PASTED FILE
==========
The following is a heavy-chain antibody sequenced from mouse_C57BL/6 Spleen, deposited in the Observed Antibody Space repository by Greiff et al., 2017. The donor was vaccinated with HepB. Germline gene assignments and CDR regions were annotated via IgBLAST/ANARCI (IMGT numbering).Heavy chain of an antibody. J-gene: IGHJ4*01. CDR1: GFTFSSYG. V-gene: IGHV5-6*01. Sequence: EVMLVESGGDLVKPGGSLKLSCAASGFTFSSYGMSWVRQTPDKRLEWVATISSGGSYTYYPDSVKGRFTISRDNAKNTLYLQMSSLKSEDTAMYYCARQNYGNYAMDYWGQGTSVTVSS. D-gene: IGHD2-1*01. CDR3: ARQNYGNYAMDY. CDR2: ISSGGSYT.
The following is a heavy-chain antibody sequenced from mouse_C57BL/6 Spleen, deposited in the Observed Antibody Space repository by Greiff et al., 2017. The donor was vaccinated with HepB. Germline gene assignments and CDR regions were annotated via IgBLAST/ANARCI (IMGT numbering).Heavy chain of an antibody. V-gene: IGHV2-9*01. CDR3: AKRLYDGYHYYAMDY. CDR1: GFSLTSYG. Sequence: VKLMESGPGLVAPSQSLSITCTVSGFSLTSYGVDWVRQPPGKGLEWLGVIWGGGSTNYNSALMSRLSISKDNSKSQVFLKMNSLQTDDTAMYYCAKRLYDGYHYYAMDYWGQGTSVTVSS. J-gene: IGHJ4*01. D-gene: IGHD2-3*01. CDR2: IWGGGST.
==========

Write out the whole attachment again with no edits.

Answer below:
The following is a heavy-chain antibody sequenced from mouse_C57BL/6 Spleen, deposited in the Observed Antibody Space repository by Greiff et al., 2017. The donor was vaccinated with HepB. Germline gene assignments and CDR regions were annotated via IgBLAST/ANARCI (IMGT numbering).Heavy chain of an antibody. J-gene: IGHJ4*01. CDR1: GFTFSSYG. V-gene: IGHV5-6*01. Sequence: EVMLVESGGDLVKPGGSLKLSCAASGFTFSSYGMSWVRQTPDKRLEWVATISSGGSYTYYPDSVKGRFTISRDNAKNTLYLQMSSLKSEDTAMYYCARQNYGNYAMDYWGQGTSVTVSS. D-gene: IGHD2-1*01. CDR3: ARQNYGNYAMDY. CDR2: ISSGGSYT.
The following is a heavy-chain antibody sequenced from mouse_C57BL/6 Spleen, deposited in the Observed Antibody Space repository by Greiff et al., 2017. The donor was vaccinated with HepB. Germline gene assignments and CDR regions were annotated via IgBLAST/ANARCI (IMGT numbering).Heavy chain of an antibody. V-gene: IGHV2-9*01. CDR3: AKRLYDGYHYYAMDY. CDR1: GFSLTSYG. Sequence: VKLMESGPGLVAPSQSLSITCTVSGFSLTSYGVDWVRQPPGKGLEWLGVIWGGGSTNYNSALMSRLSISKDNSKSQVFLKMNSLQTDDTAMYYCAKRLYDGYHYYAMDYWGQGTSVTVSS. J-gene: IGHJ4*01. D-gene: IGHD2-3*01. CDR2: IWGGGST.